Catalogue of the Exhibit of the Navy Department at the Centennial Exposition of the Ohio Valley and Central States, 1888. Lieutenant Richard Rush, U. S. Navy Representative. Printed by direction of the Secretary of the Navy.
This catalogue, prepared by Lieutenant Rush and assistants, Ensigns A. B. Clements and John Gibson, contains a list of the bureaux and offices of the Navy Department and Naval Stations making contributions to the exhibit; also a complete list of the contributions, with clear and concise descriptions of the more important exhibits. The arrangement is admirable, and the catalogue contains much information regarding the work of the Navy, in a very compact form.
French Reader for the Use of Naval Cadets, U. S. Naval Academy, Annapolis, Md., June, 1888. Press of Isaac Friedenwald, Baltimore, Md.
This is a professional French Reader for the use of Naval Cadets, which has recently been prepared and published by the Department of Modern Languages of the Naval Academy. It consists of extracts from La Revue Maritime et Coloniale, and is followed by a short vocabulary of professional terms. The Reader is well adapted for the instruction of Naval Cadets, as from it they may become familiar with that portion of the French language which will be most useful to them in their future career. The typography is excellent, as all who arc familiar with the works issuing from the press of Isaac Friedenwald would expect.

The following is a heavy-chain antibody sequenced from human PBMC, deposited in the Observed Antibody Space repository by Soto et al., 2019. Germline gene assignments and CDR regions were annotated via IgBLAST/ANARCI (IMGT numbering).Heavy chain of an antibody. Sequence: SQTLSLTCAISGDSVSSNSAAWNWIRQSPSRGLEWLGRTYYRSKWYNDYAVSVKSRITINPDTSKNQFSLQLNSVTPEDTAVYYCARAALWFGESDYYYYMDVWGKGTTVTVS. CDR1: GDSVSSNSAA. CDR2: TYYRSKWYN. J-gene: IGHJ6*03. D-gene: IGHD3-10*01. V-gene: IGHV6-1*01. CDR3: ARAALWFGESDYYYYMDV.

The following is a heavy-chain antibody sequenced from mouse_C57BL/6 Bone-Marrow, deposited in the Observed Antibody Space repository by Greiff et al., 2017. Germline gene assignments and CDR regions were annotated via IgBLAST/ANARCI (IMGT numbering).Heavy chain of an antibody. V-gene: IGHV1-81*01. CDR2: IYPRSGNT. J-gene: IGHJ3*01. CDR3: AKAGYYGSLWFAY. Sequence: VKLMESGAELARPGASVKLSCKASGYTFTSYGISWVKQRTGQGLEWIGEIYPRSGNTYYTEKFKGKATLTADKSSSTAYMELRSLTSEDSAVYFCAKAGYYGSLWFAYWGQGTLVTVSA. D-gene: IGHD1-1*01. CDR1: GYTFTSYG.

The Battle of the Swash and the Capture of Canada. By Samuel Barton. Charles T. Dillingham, New York, N. Y.
This brochure is of the prophetic style that has been quite popular since the “Battle of Dorking” appeared, with those who desire to convey a lesson and at the same time afford information to their readers. The Battle of the Swash occurs in 1890, in the outer harbor of New York City. A description is first given of the condition of the United States prior to 1890, in which the decadence of our merchant marine engaged in the foreign trade, and the condition of the Navy, is given. Then come the causes which lead to the war, showing the relations between Canada and the United States, especially in regard to the fishery question. War is brought on by a collision between some of the New York militia and a party of Canadians, both intent upon capturing a body of Fenians. The English fleet arrives off New York, but is driven off by a novel design of torpedo-boat. The fleet returns and bombards the city. Peace is then purchased by the United States for $1,800,000,000, Canada becoming a portion of our territory. Moral.—Encourage the merchant marine by subsidies, build up the Navy and strengthen the fortifications.